Connection String

Copy that DataSource and write it inside the connectionString="" attribute, because your connection string is different then mine. However, if you leave this attribute blank and just write "Data Source=(LocalDb)\v11.0;Initial Catalog=SomeName;Integrated Security=SSPI;" you don't need to specify the string, but the Entity Framework should make the database with SomeName you have provided. Unfortunately, this didn't work on my PC, I think I have some issue with local accounts and I can't get to connect with this kind of database creation, but creating the database and then copy-pasting its connectionString is doing the trick.

And finally proivedName as you see it in my code.

To tell Entity Framework to use your Context and Intilaizer classes, you need to add an element to the <entityFramework> element in the Web.Config file.

So find the <entityFramework> and add right under that line following:

=============================================================

 <contexts>
      <context type="BlogProject_Dusan_MVC.Models.BlogContext, BlogProject_Dusan_MVC">
        <databaseInitializer type="BlogProject_Dusan_MVC.Models.BlogInitializer, BlogProject_Dusan_MVC" />
      </context>
 </contexts>

============================================================


It is quite straight forward - you add a <context type> element, where your type is the <namespace.class> of your BlogContext, so if you don't know what your namespace is, you can go to your class and copy paste it here and then just add .BlogContext or class name, and then the name of the project.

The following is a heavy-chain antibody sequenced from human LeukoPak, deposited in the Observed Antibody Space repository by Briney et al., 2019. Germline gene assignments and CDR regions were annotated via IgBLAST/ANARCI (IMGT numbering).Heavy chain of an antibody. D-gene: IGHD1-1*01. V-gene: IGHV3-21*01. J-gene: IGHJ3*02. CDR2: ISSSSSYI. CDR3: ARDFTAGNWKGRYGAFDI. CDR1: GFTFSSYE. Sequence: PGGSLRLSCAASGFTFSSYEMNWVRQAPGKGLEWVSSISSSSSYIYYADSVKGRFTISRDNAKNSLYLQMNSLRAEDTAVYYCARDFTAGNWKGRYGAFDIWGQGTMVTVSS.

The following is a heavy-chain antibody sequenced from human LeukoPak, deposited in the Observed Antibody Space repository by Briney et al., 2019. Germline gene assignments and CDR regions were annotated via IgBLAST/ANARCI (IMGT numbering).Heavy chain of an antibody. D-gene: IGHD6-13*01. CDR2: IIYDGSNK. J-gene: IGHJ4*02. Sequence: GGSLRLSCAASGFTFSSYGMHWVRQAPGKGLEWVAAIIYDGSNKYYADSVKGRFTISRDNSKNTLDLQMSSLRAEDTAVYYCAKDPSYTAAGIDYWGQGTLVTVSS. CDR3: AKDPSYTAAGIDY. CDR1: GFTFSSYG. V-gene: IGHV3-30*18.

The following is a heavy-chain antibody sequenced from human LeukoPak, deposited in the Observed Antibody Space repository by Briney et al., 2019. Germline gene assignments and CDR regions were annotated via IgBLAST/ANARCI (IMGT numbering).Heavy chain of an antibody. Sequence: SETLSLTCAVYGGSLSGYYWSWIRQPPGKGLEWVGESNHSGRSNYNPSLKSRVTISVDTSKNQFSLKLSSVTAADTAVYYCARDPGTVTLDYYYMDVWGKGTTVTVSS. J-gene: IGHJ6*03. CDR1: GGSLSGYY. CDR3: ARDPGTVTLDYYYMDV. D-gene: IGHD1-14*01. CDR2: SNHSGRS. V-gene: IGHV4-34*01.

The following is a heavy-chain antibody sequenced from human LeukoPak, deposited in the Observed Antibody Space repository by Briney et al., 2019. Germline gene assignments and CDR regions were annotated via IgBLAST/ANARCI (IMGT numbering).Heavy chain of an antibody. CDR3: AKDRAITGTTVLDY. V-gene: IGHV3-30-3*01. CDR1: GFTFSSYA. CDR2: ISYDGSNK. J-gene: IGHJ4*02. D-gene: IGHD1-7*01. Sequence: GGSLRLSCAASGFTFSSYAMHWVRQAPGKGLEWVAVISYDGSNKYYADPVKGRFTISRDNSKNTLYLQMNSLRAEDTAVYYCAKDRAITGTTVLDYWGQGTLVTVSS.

Inside the <context type> element you are adding a <databaseIntiializer> element, that you do pretty much the same except different name for the class.

So to clear things up, if it is not already clear, we add elements to Web.config file to tell our project to read specific paths that tell our project, where to read things necessary for our project to work properly. In this case Entity Framework is reading what it needs to create in our database and where is that database, by reading our connectionString.

And that would end our Code First Database Creation that had to take 3 parts in doing so. I know it is a dull thing...I mean...it is a lot of following the rules of what you must write to make Entity Framework read the things properly. The funniest part is that you don't even have to do it this way... Meaning in Code First approach.

You can if you are used to use queries in Databases make the tables that way, and then you can create Controllers by reading that database, using Entity Framework. My goal in using this Code First is to show in some way how Models are related to the database.


In the next post, you will finally see how our page for what we have in the database will look like. When you think of saying that this is supposed to be Small and Simple Blog...it doesn't really look like now does it? It will in the next post!